Johnson & Johnson has vowed to appeal a $4.7 billion verdict awarded to 22 women who claim asbestos-contaminated talc in the company’s products gave them ovarian cancer by arguing the plaintiffs’ science was flawed and the case should not have been heard in Missouri.

But several legal experts said that even though J&J has been successful in winning appeals of other talc cases in Missouri, it will face a challenging road in appealing the verdict handed down on Thursday in the Circuit Court of the City of St. Louis.

John Beisner, a lawyer for Johnson & Johnson, said, “One of the hardest things will be prioritizing what to appeal first.” He described to Reuters the company’s jurisdictional and scientific arguments for overturning Thursday’s verdict.

In a statement responding to the verdict, J&J reiterated its position that its products never contained asbestos and were not carcinogenic.

Thursday’s verdict is the largest to date arising from lawsuits alleging talc-based products like J&J’s baby powder have caused cancer. The jury reached its decision in less than a day, following five weeks of expert testimony from both sides.

The stakes are potentially high for J&J, which is facing 9,000 cases nationwide over talc. The company has had previous success in overturning large verdicts in talc cases as well as others alleging harm from its products.

But several legal experts said Missouri courts, including at the appellate and supreme court level, were historically plaintiff-friendly and could prove unreceptive to J&J’s arguments.

“J&J has strong arguments, but unless they get to certify this case to the U.S. Supreme Court, which are very long odds, this decision is likely to stand,” said Lars Noah, a law professor at the University of Florida.

He said he expected J&J would go through the appeals process but would ultimately wind up settling the case.

Beisner said he was not aware of any interest in settlement. “Our attention will remain focused on the appeals from this and the other trials awaiting review.”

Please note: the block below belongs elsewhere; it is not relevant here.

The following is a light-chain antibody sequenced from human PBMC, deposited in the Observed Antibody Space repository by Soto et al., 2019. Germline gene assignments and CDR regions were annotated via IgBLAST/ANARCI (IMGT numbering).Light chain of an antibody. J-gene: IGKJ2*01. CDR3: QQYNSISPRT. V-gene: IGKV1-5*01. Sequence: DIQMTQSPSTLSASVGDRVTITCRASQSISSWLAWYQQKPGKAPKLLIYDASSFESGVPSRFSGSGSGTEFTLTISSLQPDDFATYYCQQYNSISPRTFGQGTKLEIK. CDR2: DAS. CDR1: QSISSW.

Beisner said jurisdiction will be one major basis for J&J to appeal Thursday’s verdict. Most of the 22 plaintiffs were not Missouri residents, and he said they should not have been allowed to sue New Jersey-based Johnson & Johnson in St. Louis under a recent U.S. Supreme Court decision that severely restricted state courts’ jurisdiction over injury lawsuits brought by non-residents against out-of-state companies.

J&J seized on that decision to successfully overturn previous talc verdicts in Missouri.

Mark Lanier, the plaintiffs’ lawyer who won Thursday’s verdict, said he was ready for that argument.

Lanier said his team amassed “hundreds of pages of evidence” showing lobbying efforts and baby powder focus groups J&J conducted in the state. He also spotlighted the claim by 15 of his non-resident clients that they used a specific short-lived J&J talc-based product manufactured by Missouri-based contractor.

“I hope they focus their appeal on jurisdiction because I’m confident we’ll win that,” Lanier said. He did say that he expects the punitive damages award to be halved during the appeals process due to a Missouri state law that caps such damages, but is confident the verdict would stand overall.

The $4.69 billion in total damages includes $550 million in compensatory damages and $4.14 billion in punitive damages.

Elizabeth Burch, a law professor at the University of Georgia, said that even under the new Supreme Court guidance, the women’s claim that they used the specific product, if true, provided “a pretty strong link to Missouri.”

At trial J&J had unsuccessfully sought to cast doubt on the 15 women’s claims to have used the same product that was only available for a few months, depicting it as a ruse designed to bypass the jurisdiction issue. Beisner said J&J would make the same argument on appeal.

Along with jurisdictional arguments, Beisner said the company would continue to put forth its case that scientific studies overwhelmingly show talc itself is safe and the company’s talc-based products never contained asbestos.

“None of plaintiffs’ experts were able to put forward a valid theory and there is simply no science to support what they call asbestos in the product,” said Beisner.

J&J says decades of testing by laboratories and independent agencies, including a study by the U.S. Food and Drug Administration, support its position. The company said plaintiffs’ tests showing asbestos contamination were “junk science.”

But Lanier argued that it was the agencies and labs cited by J&J that used flawed testing methods that failed to detect asbestos.

Noah said Missouri judges have historically applied a lower standard than federal court for admitting scientific evidence. Last year the state passed a law requiring its courts to adopt the federal standard, but he said state courts would be interpreting that requirement for years to come.

“Missouri judges aren’t going to suddenly change their tune,” Noah said.